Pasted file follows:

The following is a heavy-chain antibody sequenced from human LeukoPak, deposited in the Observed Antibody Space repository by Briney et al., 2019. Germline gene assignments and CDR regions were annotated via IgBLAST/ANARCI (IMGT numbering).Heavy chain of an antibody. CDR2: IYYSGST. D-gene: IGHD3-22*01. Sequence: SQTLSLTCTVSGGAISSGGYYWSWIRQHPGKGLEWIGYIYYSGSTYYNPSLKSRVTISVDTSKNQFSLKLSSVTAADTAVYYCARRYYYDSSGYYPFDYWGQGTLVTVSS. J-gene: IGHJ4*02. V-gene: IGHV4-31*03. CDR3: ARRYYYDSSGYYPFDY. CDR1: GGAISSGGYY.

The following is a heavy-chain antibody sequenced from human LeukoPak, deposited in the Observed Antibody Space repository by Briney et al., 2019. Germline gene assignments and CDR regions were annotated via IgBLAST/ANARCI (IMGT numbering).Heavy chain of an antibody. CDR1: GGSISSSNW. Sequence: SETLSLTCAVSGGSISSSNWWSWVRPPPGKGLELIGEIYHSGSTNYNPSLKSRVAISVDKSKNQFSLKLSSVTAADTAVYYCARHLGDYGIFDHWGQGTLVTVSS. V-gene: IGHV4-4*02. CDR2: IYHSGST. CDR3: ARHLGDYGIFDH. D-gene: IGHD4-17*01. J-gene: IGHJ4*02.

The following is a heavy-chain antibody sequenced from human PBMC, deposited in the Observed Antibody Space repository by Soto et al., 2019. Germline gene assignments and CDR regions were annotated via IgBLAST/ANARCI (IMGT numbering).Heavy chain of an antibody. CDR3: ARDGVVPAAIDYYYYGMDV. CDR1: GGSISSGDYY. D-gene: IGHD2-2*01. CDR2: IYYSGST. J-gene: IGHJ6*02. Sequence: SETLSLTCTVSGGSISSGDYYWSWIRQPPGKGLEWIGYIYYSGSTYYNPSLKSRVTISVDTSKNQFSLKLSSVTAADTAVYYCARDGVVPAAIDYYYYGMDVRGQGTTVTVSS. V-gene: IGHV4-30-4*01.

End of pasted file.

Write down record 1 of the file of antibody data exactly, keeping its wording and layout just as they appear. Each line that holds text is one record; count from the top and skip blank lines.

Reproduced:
The following is a heavy-chain antibody sequenced from human LeukoPak, deposited in the Observed Antibody Space repository by Briney et al., 2019. Germline gene assignments and CDR regions were annotated via IgBLAST/ANARCI (IMGT numbering).Heavy chain of an antibody. CDR2: IYYSGST. D-gene: IGHD3-22*01. Sequence: SQTLSLTCTVSGGAISSGGYYWSWIRQHPGKGLEWIGYIYYSGSTYYNPSLKSRVTISVDTSKNQFSLKLSSVTAADTAVYYCARRYYYDSSGYYPFDYWGQGTLVTVSS. J-gene: IGHJ4*02. V-gene: IGHV4-31*03. CDR3: ARRYYYDSSGYYPFDY. CDR1: GGAISSGGYY.